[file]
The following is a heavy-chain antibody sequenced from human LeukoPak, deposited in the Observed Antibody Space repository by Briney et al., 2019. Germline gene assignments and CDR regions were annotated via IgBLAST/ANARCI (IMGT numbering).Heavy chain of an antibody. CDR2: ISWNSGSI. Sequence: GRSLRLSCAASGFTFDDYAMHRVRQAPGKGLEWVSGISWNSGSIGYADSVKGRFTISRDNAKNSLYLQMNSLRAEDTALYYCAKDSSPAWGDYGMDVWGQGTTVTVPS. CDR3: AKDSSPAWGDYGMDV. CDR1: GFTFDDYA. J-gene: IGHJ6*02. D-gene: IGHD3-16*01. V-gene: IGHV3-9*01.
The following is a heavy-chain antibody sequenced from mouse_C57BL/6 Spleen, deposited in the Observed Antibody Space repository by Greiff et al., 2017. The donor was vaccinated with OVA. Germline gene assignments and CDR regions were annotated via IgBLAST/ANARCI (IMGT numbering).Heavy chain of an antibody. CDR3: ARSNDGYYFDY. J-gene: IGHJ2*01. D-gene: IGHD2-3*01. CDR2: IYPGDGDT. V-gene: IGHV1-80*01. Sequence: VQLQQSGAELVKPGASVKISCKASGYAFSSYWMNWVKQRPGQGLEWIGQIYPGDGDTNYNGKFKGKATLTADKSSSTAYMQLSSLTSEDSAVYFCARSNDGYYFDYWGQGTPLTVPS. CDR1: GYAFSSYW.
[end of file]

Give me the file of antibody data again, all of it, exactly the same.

The following is a heavy-chain antibody sequenced from human LeukoPak, deposited in the Observed Antibody Space repository by Briney et al., 2019. Germline gene assignments and CDR regions were annotated via IgBLAST/ANARCI (IMGT numbering).Heavy chain of an antibody. CDR2: ISWNSGSI. Sequence: GRSLRLSCAASGFTFDDYAMHRVRQAPGKGLEWVSGISWNSGSIGYADSVKGRFTISRDNAKNSLYLQMNSLRAEDTALYYCAKDSSPAWGDYGMDVWGQGTTVTVPS. CDR3: AKDSSPAWGDYGMDV. CDR1: GFTFDDYA. J-gene: IGHJ6*02. D-gene: IGHD3-16*01. V-gene: IGHV3-9*01.
The following is a heavy-chain antibody sequenced from mouse_C57BL/6 Spleen, deposited in the Observed Antibody Space repository by Greiff et al., 2017. The donor was vaccinated with OVA. Germline gene assignments and CDR regions were annotated via IgBLAST/ANARCI (IMGT numbering).Heavy chain of an antibody. CDR3: ARSNDGYYFDY. J-gene: IGHJ2*01. D-gene: IGHD2-3*01. CDR2: IYPGDGDT. V-gene: IGHV1-80*01. Sequence: VQLQQSGAELVKPGASVKISCKASGYAFSSYWMNWVKQRPGQGLEWIGQIYPGDGDTNYNGKFKGKATLTADKSSSTAYMQLSSLTSEDSAVYFCARSNDGYYFDYWGQGTPLTVPS. CDR1: GYAFSSYW.